Corrective facial surgery can enhance the quality of life on many fronts, from providing standard usage of the mouth and jaw to dramatically improving physical appearance. Today, there are multiple branches of corrective facial surgery, including corrective jaw surgery or orthognathic surgery, facial trauma surgery and distraction osteogenesis. Some procedures are relatively new while others have their roots in centuries-old medical practices that have evolved and improved throughout the decades.
Individuals suffering from an improper bite or a misalignment in the positioning of the jaws may find life-changing relief from corrective jaw surgery, also referred to as orthognathic surgery. Orthognathic surgery should be performed by a maxillofacial board-certified oral and maxillofacial surgeon (OMS).
In addition to aligning the jaw, orthognathic surgery can improve the patient’s ability to chew, speak, and breathe. The patient may also realize a positive change to his or her physical appearance thanks to the surgery, but the functional benefits should be the primary consideration when determining whether corrective jaw surgery is the proper treatment option. Other signs that a patient may be a candidate for this type of corrective facial surgery include unusual wear of the teeth, chronic headaches or jaw pain, a receding lower jaw and chin, chronic mouth breathing, and sleep apnea.
Orthognathic surgery is a procedure that often requires consensus building between your OMS, dentist, and orthodontist. Orthodontic treatments will most likely occur before and after the corrective jaw surgery, and the timeline for completion may take many years. This timeline can be clarified further by your orthodontist and OMS.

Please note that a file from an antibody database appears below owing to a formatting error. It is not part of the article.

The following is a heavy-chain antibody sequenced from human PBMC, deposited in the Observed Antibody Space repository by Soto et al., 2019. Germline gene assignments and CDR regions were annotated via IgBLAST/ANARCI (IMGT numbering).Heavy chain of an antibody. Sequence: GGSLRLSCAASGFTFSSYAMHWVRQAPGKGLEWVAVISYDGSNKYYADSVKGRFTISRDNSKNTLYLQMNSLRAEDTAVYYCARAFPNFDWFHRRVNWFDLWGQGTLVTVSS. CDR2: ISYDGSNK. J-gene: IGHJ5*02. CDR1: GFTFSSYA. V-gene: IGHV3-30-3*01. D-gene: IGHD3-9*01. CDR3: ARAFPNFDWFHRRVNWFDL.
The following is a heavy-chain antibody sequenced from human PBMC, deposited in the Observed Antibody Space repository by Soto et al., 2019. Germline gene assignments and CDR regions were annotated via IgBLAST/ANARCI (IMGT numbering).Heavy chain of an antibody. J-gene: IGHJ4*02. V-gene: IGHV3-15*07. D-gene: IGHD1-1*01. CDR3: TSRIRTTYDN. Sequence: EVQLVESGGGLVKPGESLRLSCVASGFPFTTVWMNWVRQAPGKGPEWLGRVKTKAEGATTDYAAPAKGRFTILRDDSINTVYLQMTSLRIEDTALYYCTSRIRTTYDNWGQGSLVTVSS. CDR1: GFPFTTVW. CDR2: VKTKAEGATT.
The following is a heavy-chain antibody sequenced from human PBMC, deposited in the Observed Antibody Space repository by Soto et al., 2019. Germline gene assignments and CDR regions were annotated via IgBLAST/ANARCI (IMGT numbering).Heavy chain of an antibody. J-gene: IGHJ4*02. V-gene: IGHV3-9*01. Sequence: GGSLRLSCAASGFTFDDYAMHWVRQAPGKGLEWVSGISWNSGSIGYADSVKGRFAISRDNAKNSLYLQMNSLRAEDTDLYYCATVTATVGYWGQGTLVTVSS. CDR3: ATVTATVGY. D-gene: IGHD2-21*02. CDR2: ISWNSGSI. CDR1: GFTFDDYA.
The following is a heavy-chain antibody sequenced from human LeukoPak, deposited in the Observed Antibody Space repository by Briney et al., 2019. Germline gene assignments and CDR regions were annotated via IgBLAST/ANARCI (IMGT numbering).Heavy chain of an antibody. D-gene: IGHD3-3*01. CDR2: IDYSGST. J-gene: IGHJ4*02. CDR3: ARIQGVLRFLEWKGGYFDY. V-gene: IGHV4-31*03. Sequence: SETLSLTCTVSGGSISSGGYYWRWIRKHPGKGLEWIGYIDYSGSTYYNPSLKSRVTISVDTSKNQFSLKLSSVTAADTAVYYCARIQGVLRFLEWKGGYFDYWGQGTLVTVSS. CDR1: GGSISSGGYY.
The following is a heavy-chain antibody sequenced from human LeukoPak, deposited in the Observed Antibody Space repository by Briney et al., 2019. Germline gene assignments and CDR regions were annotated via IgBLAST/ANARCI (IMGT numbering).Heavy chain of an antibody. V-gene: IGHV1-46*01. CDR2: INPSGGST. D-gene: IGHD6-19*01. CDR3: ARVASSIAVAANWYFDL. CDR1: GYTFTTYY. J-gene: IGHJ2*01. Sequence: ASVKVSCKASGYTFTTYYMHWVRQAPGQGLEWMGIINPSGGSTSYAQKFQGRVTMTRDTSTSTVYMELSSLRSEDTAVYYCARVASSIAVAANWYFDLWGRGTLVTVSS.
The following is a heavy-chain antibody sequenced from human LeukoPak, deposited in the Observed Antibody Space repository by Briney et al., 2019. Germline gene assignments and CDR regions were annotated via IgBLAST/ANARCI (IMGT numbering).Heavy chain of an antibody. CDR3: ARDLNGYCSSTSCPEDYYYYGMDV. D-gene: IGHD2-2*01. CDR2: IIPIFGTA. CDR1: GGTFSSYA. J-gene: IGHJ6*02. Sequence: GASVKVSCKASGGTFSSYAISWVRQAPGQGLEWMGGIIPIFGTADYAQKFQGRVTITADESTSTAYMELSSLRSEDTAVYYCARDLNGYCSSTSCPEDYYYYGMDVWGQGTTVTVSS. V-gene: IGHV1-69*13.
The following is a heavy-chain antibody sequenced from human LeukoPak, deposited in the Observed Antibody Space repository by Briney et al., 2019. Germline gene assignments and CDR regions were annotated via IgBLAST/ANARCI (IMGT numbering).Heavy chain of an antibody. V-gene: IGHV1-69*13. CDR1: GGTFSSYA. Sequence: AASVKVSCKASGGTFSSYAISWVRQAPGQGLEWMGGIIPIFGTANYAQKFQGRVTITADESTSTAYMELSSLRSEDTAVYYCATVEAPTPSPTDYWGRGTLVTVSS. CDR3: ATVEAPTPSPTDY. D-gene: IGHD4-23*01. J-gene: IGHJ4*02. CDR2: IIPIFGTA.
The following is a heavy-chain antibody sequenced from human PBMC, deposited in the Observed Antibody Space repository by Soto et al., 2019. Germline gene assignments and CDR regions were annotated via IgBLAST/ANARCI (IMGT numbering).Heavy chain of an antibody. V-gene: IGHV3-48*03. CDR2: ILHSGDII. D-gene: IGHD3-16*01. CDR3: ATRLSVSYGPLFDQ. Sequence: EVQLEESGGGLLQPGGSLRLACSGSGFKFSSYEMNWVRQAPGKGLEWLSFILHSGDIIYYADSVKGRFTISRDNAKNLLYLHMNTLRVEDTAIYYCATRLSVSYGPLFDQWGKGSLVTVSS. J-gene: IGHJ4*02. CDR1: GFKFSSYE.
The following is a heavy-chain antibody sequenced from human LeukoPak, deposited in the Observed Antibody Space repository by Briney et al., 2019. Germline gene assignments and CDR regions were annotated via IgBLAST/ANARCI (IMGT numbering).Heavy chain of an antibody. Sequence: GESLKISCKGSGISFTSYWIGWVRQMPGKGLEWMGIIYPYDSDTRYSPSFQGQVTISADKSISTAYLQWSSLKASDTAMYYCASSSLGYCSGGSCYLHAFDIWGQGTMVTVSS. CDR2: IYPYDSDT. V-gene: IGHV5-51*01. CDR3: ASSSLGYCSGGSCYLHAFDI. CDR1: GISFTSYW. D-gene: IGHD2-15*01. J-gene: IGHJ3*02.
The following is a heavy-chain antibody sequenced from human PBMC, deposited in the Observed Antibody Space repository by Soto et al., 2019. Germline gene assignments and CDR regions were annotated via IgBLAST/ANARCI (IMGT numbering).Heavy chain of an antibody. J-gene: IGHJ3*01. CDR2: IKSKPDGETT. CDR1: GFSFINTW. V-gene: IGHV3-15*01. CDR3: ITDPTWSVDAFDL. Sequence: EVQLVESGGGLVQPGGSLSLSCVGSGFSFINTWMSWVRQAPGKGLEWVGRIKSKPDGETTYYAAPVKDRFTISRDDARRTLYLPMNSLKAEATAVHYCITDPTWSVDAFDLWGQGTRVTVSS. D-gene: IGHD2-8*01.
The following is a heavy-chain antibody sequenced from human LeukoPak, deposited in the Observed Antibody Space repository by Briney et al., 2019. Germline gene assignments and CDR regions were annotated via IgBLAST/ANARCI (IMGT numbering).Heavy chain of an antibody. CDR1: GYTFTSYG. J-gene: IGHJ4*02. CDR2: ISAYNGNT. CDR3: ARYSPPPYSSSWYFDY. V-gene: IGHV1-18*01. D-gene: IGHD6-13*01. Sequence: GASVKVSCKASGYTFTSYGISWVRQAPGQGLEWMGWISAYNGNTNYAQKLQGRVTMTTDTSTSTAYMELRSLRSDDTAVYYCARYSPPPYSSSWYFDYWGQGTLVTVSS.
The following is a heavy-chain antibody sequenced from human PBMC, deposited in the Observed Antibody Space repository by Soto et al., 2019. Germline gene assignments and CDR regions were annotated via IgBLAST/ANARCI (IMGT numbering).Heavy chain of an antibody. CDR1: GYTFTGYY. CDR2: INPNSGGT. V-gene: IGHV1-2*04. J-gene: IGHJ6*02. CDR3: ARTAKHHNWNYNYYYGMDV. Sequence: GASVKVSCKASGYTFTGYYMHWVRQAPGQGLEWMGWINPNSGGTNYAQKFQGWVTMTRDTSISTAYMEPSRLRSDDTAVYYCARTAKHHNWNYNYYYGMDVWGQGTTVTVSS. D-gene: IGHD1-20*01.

The surgical response to facial trauma has become the domain of several different types of specialists, including Oral Maxillofacial Surgeons, Endodontists, Restorative Dentists, and others whose expertise may help when forming the optimal treatment path for a person who’s suffered facial trauma.
Facial trauma can be caused by a fall, a motor vehicle accident, interpersonal violence, machinery, or any variety of factors resulting in severe injury to the maxillofacial region. Injuries to the skin and gums are ordinarily classified as soft tissue injuries. Injuries to the bone are referred to as fractures.
Suturing is the predominant method used during facial trauma surgery for the repair of soft tissue damage. Maxillofacial board-certified surgeons are trained to inspect for and treat injuries to facial nerves, salivary glands, and salivary ducts when performing facial trauma surgery. Board certified surgeons will also pursue a course of repair that results in the best possible cosmetic result for the patient of corrective facial surgery.
Fractures of the bones of the face must heal in the same way bones elsewhere in the body must heal following a fracture. But, unlike with one’s arm or leg, it is not possible to use a cast to stabilize fractured facial bones. Your OMS will instead use other routes to stabilization, such as the wiring shut of the jaw to treat fractured bones in the upper or lower jaw. For other fractures in the facial region, the surgical placement of small screws and plates— known as rigid fixation— can be used instead of wiring the jaw. Rigid fixation is a more recent medical development and has been shown to facilitate a faster recovery time for facial trauma surgery patients. Board certified OMS’s are trained to use strategically placed incisions to minimize and hide scarring.